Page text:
Map_thumbnail_large_font

Aeonium balsamiferum

Status_ne_offStatus_dd_offStatus_lc_offStatus_nt_offStatus_vu_onStatus_en_offStatus_cr_offStatus_ew_offStatus_ex_off

Taxonomy [top]

Kingdom Phylum Class Order Family
PLANTAE TRACHEOPHYTA MAGNOLIOPSIDA ROSALES CRASSULACEAE

Scientific Name: Aeonium balsamiferum
Species Authority: Webb & Berthel.
Common Name(s):
Spanish Bejeque farrobo, Alfarroba, Bejeque amarillo, Potera

Assessment Information [top]

Red List Category & Criteria: Vulnerable D2 ver 3.1
Year Published: 2013
Date Assessed: 2011-02-03
Assessor(s): Reyes Betancort, J.A. & Carqué Álamo, E.
Reviewer(s): Peraza Zurita, M.D. & Bilz, M.
Justification:
Aeonium balsamiferum is classed as Vulnerable due to its restricted distribution, with an area of occupancy of 17 km2. Landslides, collection and trampling limit the expansion of this taxon. Low sexual propagation levels limit genetic exchange.

Geographic Range [top]

Range Description: Aeonium balsamiferum is a plant endemic to the Canary Islands, Spain (Reyes Betancort and Carqué Álamo 2004), native to the island of Lanzarote and naturalised in Fuerteventura. It can be found between 200 and 300 m asl, distributed into 13-15 subpopulations, with a total area of occupancy of 17 km2.
Countries:
Native:
Spain (Canary Is.)
Range Map: Click here to open the map viewer and explore range.

Population [top]

Population: Its total population size is estimated in more than 20,000 individuals (Reyes Betancort and Carqué Álamo 2004). Sexual reproduction is poor and the species propagates asexually. Population trend seems to be stable, although predominance of mature individuals could affect the long-term conservation of the species (Gobierno de Canarias 2009) .
Population Trend: Stable

Habitat and Ecology [top]

Habitat and Ecology: It appears on rupicolous communities dominated by Convolvulo lopezsocasii-Oleetum cerasiformis or Odontospermo intermedii-Euphorbietum balsamiferae subas. aeonietosum lancerottensis. It can also colonize abandoned fields and walls of artificial stones (Reyes Betancort and Carqué Álamo 2004).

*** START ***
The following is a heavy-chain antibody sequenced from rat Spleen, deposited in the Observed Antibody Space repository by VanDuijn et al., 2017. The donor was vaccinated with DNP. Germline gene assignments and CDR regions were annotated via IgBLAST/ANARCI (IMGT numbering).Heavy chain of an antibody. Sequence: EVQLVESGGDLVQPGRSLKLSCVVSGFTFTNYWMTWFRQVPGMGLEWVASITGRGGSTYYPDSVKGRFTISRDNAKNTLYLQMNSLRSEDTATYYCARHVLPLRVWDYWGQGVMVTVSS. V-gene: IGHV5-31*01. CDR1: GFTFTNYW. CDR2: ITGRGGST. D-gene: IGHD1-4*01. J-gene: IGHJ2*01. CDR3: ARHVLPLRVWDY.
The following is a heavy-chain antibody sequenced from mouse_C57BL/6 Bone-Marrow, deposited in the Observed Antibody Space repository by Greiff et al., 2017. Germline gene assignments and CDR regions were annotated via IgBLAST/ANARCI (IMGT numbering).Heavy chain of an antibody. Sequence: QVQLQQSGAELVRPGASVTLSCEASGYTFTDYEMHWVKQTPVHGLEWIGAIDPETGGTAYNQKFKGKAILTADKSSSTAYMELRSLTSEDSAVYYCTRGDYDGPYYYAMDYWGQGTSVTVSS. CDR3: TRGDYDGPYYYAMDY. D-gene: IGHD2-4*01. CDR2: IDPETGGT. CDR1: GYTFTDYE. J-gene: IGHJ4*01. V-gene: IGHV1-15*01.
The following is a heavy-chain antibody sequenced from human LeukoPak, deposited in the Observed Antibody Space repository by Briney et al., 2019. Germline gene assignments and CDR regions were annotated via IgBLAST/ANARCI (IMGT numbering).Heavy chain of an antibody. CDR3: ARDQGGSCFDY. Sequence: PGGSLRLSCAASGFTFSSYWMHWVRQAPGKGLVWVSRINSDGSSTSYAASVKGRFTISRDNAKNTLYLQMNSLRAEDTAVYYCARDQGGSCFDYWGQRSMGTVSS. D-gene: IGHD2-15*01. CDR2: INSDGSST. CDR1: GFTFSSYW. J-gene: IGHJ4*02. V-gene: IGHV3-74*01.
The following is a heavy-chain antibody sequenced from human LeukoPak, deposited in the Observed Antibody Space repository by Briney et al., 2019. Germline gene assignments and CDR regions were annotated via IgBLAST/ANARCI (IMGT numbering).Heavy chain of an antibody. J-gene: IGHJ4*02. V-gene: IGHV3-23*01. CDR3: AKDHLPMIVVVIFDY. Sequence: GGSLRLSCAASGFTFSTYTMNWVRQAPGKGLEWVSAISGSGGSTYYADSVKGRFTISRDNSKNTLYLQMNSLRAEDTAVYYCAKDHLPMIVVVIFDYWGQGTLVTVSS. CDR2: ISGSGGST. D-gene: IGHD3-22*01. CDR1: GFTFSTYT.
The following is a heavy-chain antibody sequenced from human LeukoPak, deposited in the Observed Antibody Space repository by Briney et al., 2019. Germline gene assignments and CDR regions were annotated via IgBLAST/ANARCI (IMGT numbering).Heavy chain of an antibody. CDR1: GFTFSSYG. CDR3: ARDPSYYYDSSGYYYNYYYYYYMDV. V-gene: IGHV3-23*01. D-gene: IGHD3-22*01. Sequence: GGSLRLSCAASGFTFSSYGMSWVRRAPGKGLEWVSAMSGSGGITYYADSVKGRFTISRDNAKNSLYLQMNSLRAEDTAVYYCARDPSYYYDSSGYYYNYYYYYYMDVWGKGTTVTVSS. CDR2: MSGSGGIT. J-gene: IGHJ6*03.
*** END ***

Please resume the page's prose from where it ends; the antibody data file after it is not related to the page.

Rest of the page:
Systems: Terrestrial

Threats [top]

Major Threat(s): In the massif of Famara, in Lanzarote, the main threat to this species are landslides (Reyes Betancort and Carqué Álamo 2004). Collection and trampling have been as well reported as threats to the accessible individuals. Other threats are possible works and potential urban development in the area. Low sexual propagation levels limit genetic exchange.

Conservation Actions [top]

Conservation Actions: This species is listed under Appendix I of the Convention on the Conservation of European Wildlife and Natural Habitats (Bern Convention). It is listed VU D2 in the Spanish Red List (Moreno 2008).

Most of the subpopulations present a good state of conservation (Bañares et al. 2004). Many of them are included in the protected areas Parque Rural de Betancuria (SCI), Monumento Natural del Malpaís de La Arena (SCI), Parque Natural del Archipiélago Chinijo (SCI) and Paisaje Protegido La Geria.

Plant material should be stored in germplasm banks. Research about its flowering and reproductive biology should be developed, as well as about the possible hybridisation phenomena with A. lancerottense. Possible genetic differences between the subpopulations of Lanzarote and those in Fuerteventura should be analysed (Reyes Betancort and Carqué Álamo 2004).

Citation: Reyes Betancort, J.A. & Carqué Álamo, E. 2013. Aeonium balsamiferum. The IUCN Red List of Threatened Species. Version 2014.2. <www.iucnredlist.org>. Downloaded on 22 August 2014.
Disclaimer: To make use of this information, please check the <Terms of Use>.
Feedback: If you see any errors or have any questions or suggestions on what is shown on this page, please fill in the feedback form so that we can correct or extend the information provided